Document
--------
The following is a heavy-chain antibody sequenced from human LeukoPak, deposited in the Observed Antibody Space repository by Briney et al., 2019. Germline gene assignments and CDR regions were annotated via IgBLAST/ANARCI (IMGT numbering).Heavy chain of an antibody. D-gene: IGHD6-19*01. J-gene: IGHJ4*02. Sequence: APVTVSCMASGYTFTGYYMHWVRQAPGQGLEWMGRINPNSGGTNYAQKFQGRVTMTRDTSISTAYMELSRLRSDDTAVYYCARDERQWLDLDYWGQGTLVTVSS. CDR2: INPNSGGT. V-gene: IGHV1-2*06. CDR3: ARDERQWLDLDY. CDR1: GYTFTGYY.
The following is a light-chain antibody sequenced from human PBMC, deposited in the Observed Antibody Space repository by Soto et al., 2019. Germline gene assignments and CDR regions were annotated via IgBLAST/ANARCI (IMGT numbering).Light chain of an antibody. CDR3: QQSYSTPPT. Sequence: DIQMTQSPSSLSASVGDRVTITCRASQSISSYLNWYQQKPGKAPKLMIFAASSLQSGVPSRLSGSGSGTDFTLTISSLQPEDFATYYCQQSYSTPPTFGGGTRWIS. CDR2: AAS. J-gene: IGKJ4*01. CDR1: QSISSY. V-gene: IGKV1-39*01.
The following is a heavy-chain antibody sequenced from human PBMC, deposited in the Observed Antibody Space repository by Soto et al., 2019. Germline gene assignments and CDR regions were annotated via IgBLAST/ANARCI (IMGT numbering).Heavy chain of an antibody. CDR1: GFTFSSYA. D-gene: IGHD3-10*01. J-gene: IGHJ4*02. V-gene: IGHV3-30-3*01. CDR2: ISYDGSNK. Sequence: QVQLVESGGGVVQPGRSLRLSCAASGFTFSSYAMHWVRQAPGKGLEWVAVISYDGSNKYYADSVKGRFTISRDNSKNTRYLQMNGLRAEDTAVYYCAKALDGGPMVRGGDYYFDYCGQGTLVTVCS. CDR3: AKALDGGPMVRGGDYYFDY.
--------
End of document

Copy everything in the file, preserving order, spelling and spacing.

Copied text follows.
The following is a heavy-chain antibody sequenced from human LeukoPak, deposited in the Observed Antibody Space repository by Briney et al., 2019. Germline gene assignments and CDR regions were annotated via IgBLAST/ANARCI (IMGT numbering).Heavy chain of an antibody. D-gene: IGHD6-19*01. J-gene: IGHJ4*02. Sequence: APVTVSCMASGYTFTGYYMHWVRQAPGQGLEWMGRINPNSGGTNYAQKFQGRVTMTRDTSISTAYMELSRLRSDDTAVYYCARDERQWLDLDYWGQGTLVTVSS. CDR2: INPNSGGT. V-gene: IGHV1-2*06. CDR3: ARDERQWLDLDY. CDR1: GYTFTGYY.
The following is a light-chain antibody sequenced from human PBMC, deposited in the Observed Antibody Space repository by Soto et al., 2019. Germline gene assignments and CDR regions were annotated via IgBLAST/ANARCI (IMGT numbering).Light chain of an antibody. CDR3: QQSYSTPPT. Sequence: DIQMTQSPSSLSASVGDRVTITCRASQSISSYLNWYQQKPGKAPKLMIFAASSLQSGVPSRLSGSGSGTDFTLTISSLQPEDFATYYCQQSYSTPPTFGGGTRWIS. CDR2: AAS. J-gene: IGKJ4*01. CDR1: QSISSY. V-gene: IGKV1-39*01.
The following is a heavy-chain antibody sequenced from human PBMC, deposited in the Observed Antibody Space repository by Soto et al., 2019. Germline gene assignments and CDR regions were annotated via IgBLAST/ANARCI (IMGT numbering).Heavy chain of an antibody. CDR1: GFTFSSYA. D-gene: IGHD3-10*01. J-gene: IGHJ4*02. V-gene: IGHV3-30-3*01. CDR2: ISYDGSNK. Sequence: QVQLVESGGGVVQPGRSLRLSCAASGFTFSSYAMHWVRQAPGKGLEWVAVISYDGSNKYYADSVKGRFTISRDNSKNTRYLQMNGLRAEDTAVYYCAKALDGGPMVRGGDYYFDYCGQGTLVTVCS. CDR3: AKALDGGPMVRGGDYYFDY.